City life can be loud, frustrating, demanding, isolating. It sometimes seems like an endless marketplace, with everything for sale, full of flash but empty of meaning. But it needn’t be.
“A thought has blown the market place away. There is a song in the wind and joy in the trees. The Sabbath arrives in the world, scattering a song in the silence of the night: eternity utters a day.”
As Abraham Joshua Heschel understood, Shabbat is an antidote to the overwhelming grind of contemporary life. It is an opportunity to pause, catch our breath, and clear the mind. It is an opportunity to deepen our relationships, try something new, and have some fun. Shabbat offers us the chance to stop doing, and start being.
This is not easy! Our culture is pervasive and demanding. It rewards dynamism and accomplishment, not rest and renewal—even though these ultimately make us more productive. Sometimes we need to force ourselves to take a real Shabbat—to get out of the city, away from the distractions that bind us to the “same old same old,” to open ourselves to new possibilities. That’s when growth can happen.
Beth Shalom is having a Shabbaton this month—a weekend getaway for the whole community centered around Shabbat. We’re heading to a camp site in the Hunuas and we’ll spend a weekend as a community: learning, praying, hiking, creating, singing, and eating. We’ll renew old friendships and strike up new ones. There will be a range of workshops and discussions, and also hikes, prayer services, and a creativity tent. We’ll have a song session around the campfire before the late night (and late late night) movie. A Shabbaton is a weekend to explore some of the possibilities of being Jewish in our time, and a chance to be a kid again.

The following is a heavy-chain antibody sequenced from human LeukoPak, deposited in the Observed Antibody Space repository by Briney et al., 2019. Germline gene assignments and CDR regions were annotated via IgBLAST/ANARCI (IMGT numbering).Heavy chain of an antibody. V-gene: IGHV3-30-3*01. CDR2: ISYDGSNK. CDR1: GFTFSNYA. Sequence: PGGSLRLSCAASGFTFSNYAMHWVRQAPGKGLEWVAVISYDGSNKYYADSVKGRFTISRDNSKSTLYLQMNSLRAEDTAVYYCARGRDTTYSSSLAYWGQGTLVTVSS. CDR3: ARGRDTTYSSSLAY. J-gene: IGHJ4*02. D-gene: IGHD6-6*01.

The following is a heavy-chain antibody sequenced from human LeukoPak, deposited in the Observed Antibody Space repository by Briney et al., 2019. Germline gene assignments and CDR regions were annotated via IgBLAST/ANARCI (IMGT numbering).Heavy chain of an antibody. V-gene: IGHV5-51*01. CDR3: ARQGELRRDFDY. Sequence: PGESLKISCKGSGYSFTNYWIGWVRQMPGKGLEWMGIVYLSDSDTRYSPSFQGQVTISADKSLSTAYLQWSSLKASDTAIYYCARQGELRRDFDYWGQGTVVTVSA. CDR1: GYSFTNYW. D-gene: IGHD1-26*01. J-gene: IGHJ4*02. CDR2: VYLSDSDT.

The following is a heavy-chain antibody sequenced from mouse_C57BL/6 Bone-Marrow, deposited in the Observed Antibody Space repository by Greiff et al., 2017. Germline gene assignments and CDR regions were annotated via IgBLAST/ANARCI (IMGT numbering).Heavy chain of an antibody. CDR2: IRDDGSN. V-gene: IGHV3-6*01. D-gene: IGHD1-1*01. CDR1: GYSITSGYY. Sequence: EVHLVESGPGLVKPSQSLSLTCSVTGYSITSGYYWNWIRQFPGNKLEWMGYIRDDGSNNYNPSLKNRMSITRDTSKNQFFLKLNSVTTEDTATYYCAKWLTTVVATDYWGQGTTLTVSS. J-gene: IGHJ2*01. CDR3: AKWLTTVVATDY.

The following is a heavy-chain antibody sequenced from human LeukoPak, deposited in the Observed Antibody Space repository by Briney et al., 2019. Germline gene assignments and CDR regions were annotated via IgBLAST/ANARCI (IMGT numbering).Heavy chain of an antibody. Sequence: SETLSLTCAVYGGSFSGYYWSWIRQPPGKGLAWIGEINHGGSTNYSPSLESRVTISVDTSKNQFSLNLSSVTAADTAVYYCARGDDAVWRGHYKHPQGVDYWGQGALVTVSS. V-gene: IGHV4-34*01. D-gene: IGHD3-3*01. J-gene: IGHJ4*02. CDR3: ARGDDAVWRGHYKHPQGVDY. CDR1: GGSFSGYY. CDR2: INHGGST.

This is a weekend for the whole family. There will be special programming for our children and young adults, organised by Habo. Interfaith families, where one partner is Jewish and the other isn’t, are especially welcome—as they are at all Beth Shalom events.
There is no Shabbat like a Shabbat in the woods. Birdsong and the sound of falling water replaces car horns and ring tones. As shadows lengthen, they bring with them true darkness and a stillness you can’t get in the city. The candles glow brighter when there aren’t any street lamps, and you’re grateful for their light. Even though there’s no danger in the woods, you treasure coming together to sing—but you carry with you a sliver of solitude, knowing you’ll be back in the dark when the service is over. In the woods, opportunities abound everywhere—to follow a path, gaze at the stars, to sit on a stump. That is to say, to do much or to do nothing. As the Kabbalists knew, Shabbat in the woods is soul-enhancing, and we city folk need all the soul we can get.
We are more than consumers, texters, and commuters. We are full of soul, full of love, full of music and full of questions. We are part of the great pattern of nature, part of the cycle of time. Shabbat in the woods reminds us of who we really are.
The 2009 Shabbaton promises to be a weekend of refreshment and deepening for our entire community. I look forward to sharing it with you.

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